Dowell, Illinois, US
July 15
born in Illinois. 5 year Navy veteran. Married for 26 years (not counting the first five when we just cohabited. 4 kids, 6 grandkids, 3 brothers 2 living, 2 sisters 1 living, a mother living, a father not living. 1 dog a labradoodle, and a current cat population of 2/6 (If you count feral kittens ) I've done a lot of jobs in my life, from shill at a carnival burlesque show to making medium caliber ammunition. I built inkjet printers, embedded computer boards, restored and repaired both cars, motorcycles and electronics. I read, write, and do arithmetic (albeit poorly) My wife claims that I have more useless knowledge than anyone on earth and resultingly no one will play trivial pursuit with me anymore. I do play pinohcle but due to my inability to cheat I don't win very often. Recently disabled I turned to Open Salon to re-engage my writing bug. Update add one cocker spaniel to the list and maybe just shoot me.


Bobbot's Links
MARCH 24, 2011 10:09AM

Elephant Ears Southern Style

Rate: 12 Flag

Here in the Southern tip of Illinois we get no respect.  We aren't Northerners, we aren't Southerners we seem to fall into a dead zone between the two.  When Spring comes to the land between the rivers we get the one benefit of living in the mud and muck, wild mushrooms.  

We have many to choose from and they seem to phase in and out leaving the picking for the next variety.   We get Puffballs, we get Morels, we also get what I've always called Elephant ears.  They are a meaty and broad mushroom that grow on the trunks of dead trees they come on first too so we get to tromp around in the mud along the railroad tracks and hunt them.

For some reason the big ones like to grow just out of reach and it isn't easy to tote a ladder around in the thickets and woods where they are found.  It's okay, the big ones are a little woody in texture so I just go for the ones I can reach.  They are fan shaped and pinkish gray with white gills.  You never take them all off of a tree either so they can regenerate next year.

So we take our mushrooms and wash them in cold water.  This gets the dirt and the little bugs that tend to hide in them out.  We trim the wood and pulp from where they were attached to the tree too.  Then soak them in a brine made of table salt and cold water, overnight is best, but at least a couple of hours.  Take a whole egg and whisk it with some milk, salt, and pepper.  For the outer coat, I use all purpose flour with a touch of garlic powder, salt and lots of coarse black pepper, now you can use Cavender's Greek seasoning and that'll do.  Dip them in the egg mixture.  Then, dredge them through the flour and seasoning mix.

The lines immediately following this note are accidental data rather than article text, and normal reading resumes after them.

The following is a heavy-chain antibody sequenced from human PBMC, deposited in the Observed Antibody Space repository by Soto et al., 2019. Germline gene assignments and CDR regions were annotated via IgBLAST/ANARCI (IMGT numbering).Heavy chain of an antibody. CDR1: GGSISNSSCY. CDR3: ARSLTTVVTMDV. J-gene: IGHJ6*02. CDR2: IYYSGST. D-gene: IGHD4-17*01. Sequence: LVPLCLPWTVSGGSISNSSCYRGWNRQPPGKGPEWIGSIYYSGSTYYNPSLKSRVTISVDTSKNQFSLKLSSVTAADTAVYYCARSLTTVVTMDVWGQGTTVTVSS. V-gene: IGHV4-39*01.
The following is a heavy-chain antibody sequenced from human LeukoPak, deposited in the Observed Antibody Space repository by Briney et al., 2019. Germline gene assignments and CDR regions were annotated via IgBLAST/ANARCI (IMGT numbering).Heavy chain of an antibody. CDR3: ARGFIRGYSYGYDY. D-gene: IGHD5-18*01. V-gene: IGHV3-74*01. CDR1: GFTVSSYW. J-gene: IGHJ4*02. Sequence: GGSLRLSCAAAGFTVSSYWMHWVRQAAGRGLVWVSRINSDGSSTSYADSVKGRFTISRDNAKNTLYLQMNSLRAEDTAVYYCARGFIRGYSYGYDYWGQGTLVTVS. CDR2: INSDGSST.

Cook them in hot oil or shortening until they float then turn them over.  When both sides are crisp and golden they are done.  Now the health conscious will want to use some healthy oil but the truth is that they taste best when cooked in lard.  They also go well when they are covered with a peppered country gravy.  Mmmm them is some tasty mushrooms. 




Now some folks call these Oyster Mushrooms but we call them Elephant ears here.  Either way cook them up the way I just told you and you will love them too. 

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Bob, mention mushrooms and I come running. I love them on anything. I swore off the psychedelic ones years ago after a very bad trip where God and I got to know each other!
Enjoyed reading this. Are you familiar with the works of Euell Gibbons? His books make wonderful bedside reading. I mean, it's not as if I am ever in a million years actually going to make something like maple-spruce beer, but it's nice to know if I wanted to I could.
Heck, I'm not that far from Southern Illoinois, I might have to take a road trip and pick some of those mushrooms just to try your reciepe....sounds good.
Yeah gotta watch the 'shrooms Scanner

Patrick, I've been reading Euell since he made commercials for Grape Nuts

David, They grow in your neck of the woods too, just might be too late for them this Spring, check for them again in the late Fall when the temp drops into the sixties. It is almost time for the gourmet of the backwoods the Morel.
Did the bad ones once in the 70s... like wow, man, what a trip! ;)

Funny thing, though. Elephant Ears is another name for a large leafy green plant and I don't think it's edible.
Yummy. A former local prosecutor has a mushroom jones. He took me all over the county once, for a story, showing me the different kinds and how to cook them. I decided it was too hazardous to try myself, tho, after he showed me two mushrooms growing near each other. They looked alike, but one was poisonous. He showed me how to tell the difference, but it was too subtle for me to remember.
So that's what those things are! I picked some with a friend I trust and we cooked them in butter. They are as delicious as you say. And your recipe looks fantastic.
@ Belinda T:

According to Euell, that elephant's ears (Fallopia japonica), is good for making jam. No, I haven't tried it.
Mushroom jam? Say it ain't so! I remember Euell Gibbons. He cooked stuff up with Butter and died of Marfan Syndrome.

Great post and Zumapick for foodie wonders!
@ xenonlit:

No no no no no. The elephant ears Belinda is talking about is a green plant. Also called Japanese knotweed, donkey rhubard, etc.
Silly me. Patrick is correct, but I still don't think I'd EATt them; I prefer to SEE them thriving in a lovely gardenscape.
Before I opened your post I thought I was going to see a recipe for an old friend--a roulade type of cookie made from sugar rolled up in puff pastry, also known as a palmier. Instead I see lovely mushrooms. Cool. :) Rated
Lard is the answer to all problems, big and small!!! :)

I LOVE mushrooms!! Fried or not, good eats!!!
Mmmm...mushrooms(said in my best Homer Simpson-like voice)